U.S. Stock Futures Inch Higher Ahead of Jobs Report
By Caitlin Ostroff and Frances Yoon
U.S. stock futures edged higher Friday as investors weighed
prospects for new fiscal stimulus and awaited fresh data on the
pace of recovery in the labor market.
Futures tied to the S&P 500 rose 0.3%, indicating gains in
the broader gauge after the New York opening bell. Contracts linked
to the tech-heavy Nasdaq-100 gained 0.3%.
Brent crude futures, the global benchmark for oil markets,
climbed 1% to $49.20 a barrel -- their highest level since March --
after OPEC and a group of Russia-led oil producers agreed to
increase their collective output by 500,000 barrels a day next
The world's biggest producers are betting that the worst of a
pandemic-inspired shock to demand is behind them after curtailed
travel weighed heavily on oil prices this year.
Trading in stocks this week has been mixed following last
month's rally, when investors cheered progress in Covid-19
"The market is now pausing a little bit, but the underlying
story is still intact -- that there is basically a global
recovery," said Luca Paolini, chief strategist at Pictet Asset
Management. "It is difficult to see what can change this kind of
positive outlook for equities."
In offhours trading, shares in DocuSign Inc. gained 5.1% after
the company provided guidance that topped analysts' expectations.
Ulta Beauty Inc. shares declined 3.6% after its chief executive
said the company is expecting fourth-quarter comparable-store sales
to fall between 12% and 14%.
Investors are increasingly optimistic about momentum for a
roughly $900 billion compromise Covid-19 relief plan to be pushed
through Congress before the Christmas holiday, though differences
remain over parts of the proposal.
"If there is an agreement, the message is the Republicans and
the Democrats can work together," Mr. Paolini said. "Once the
communication lines are established, it's easier to do more if you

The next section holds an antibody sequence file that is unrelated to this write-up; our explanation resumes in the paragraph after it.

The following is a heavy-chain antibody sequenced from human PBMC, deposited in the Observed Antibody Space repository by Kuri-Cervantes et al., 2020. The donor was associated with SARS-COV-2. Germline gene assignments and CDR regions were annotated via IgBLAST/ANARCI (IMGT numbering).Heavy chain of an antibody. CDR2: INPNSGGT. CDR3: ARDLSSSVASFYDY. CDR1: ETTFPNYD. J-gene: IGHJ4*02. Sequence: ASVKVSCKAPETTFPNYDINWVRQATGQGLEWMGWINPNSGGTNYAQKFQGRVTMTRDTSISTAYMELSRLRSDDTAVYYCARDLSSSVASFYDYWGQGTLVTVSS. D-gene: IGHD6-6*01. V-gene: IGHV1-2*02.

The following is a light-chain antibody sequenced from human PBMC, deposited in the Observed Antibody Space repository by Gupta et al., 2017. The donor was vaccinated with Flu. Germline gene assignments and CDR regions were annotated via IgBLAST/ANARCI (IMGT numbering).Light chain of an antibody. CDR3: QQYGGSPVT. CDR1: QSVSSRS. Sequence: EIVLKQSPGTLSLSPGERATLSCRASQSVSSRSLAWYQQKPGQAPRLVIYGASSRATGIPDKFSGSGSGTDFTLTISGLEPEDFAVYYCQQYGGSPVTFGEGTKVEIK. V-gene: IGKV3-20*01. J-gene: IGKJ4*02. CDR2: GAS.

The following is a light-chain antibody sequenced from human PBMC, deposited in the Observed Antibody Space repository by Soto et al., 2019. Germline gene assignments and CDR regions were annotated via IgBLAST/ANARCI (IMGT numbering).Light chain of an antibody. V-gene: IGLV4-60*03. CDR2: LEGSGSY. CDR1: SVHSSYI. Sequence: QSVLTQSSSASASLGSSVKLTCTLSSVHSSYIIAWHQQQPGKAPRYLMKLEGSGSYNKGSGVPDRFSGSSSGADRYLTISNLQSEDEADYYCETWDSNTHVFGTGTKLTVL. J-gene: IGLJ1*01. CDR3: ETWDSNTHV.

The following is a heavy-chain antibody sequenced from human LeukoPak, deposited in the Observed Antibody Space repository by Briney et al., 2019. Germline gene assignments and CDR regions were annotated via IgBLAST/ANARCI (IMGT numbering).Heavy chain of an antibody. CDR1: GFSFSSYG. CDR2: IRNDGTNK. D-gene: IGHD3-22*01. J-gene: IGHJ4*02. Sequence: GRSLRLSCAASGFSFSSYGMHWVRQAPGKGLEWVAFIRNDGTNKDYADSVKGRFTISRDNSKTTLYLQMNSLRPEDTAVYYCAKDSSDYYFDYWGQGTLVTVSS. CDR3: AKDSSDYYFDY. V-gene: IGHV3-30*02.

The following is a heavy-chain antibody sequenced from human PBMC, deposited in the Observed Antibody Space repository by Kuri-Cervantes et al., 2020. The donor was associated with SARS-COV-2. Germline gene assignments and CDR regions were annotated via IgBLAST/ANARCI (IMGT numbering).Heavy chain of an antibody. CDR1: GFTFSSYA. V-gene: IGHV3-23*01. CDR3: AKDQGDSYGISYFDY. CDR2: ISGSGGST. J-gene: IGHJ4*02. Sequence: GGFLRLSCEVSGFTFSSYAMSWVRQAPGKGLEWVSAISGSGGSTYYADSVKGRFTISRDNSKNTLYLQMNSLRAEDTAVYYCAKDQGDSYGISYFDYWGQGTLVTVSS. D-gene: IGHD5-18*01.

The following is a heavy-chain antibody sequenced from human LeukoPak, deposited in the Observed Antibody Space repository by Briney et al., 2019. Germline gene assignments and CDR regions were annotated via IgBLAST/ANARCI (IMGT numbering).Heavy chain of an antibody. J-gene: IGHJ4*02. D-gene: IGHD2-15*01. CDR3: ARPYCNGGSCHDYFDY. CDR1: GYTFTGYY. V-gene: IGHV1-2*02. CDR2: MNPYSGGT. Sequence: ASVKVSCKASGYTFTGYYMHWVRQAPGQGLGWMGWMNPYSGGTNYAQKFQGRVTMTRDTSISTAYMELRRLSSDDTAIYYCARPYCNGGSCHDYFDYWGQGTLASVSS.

Investors are also monitoring Covid-19 infections and deaths, as
well as new economic data, to assess the outlook for next year and
the strength of recovery.
The Bureau of Labor Statistics will release figures on how many
jobs employers added last month, as well as the unemployment rate,
at 8:30 a.m. ET. Economists surveyed by The Wall Street Journal
forecast employers added 440,000 jobs in November, a slowdown from
the 638,000 jobs added in October. They expect the unemployment
rate to decline to 6.7% from 6.9% in October.
Newly reported Covid-19 cases in the U.S. hit a record high
Thursday, as did deaths reported in a day, as the global death toll
from the coronavirus pandemic passed 1.5 million. Hospitalizations
also hit a record, with 100,667 people in the U.S. admitted as of
Thursday, according to the Covid Tracking Project.
"From a market perspective, it's all about that starting point.
Once you see a vaccine allowing stronger returns to activity, it's
about how much of a dip you have to recover from," said Hugh
Gimber, a strategist at J.P. Morgan Asset Management.
In bond markets, the yield on the 10-year U.S. Treasury note
ticked up to 0.929%, from 0.919% on Thursday.
Overseas, the pan-continental Stoxx Europe 600 rose 0.3%. The
Nikkei declined 0.2%. The Shanghai Composite was flat.
In Hong Kong, shares of China National Offshore Oil and
Semiconductor Manufacturing International dropped over 2% after the
U.S. Defense Department added the state oil giant and chip maker to
a list of nearly three dozen companies the U.S. says helps the
country's military. Overall, the Hang Seng Index rose 0.4%.
The blacklist, which the U.S. launched last month, has hit
stocks and bonds of the targeted Chinese companies. Index compilers
FTSE Russell, JPMorgan and MSCI are rethinking their stance on
these securities targeted by the U.S. government and have been
collecting investor feedback.
Write to Caitlin Ostroff at firstname.lastname@example.org and Frances
Yoon at email@example.com
(END) Dow Jones Newswires
December 04, 2020 08:17 ET (13:17 GMT)
Copyright (c) 2020 Dow Jones & Company, Inc.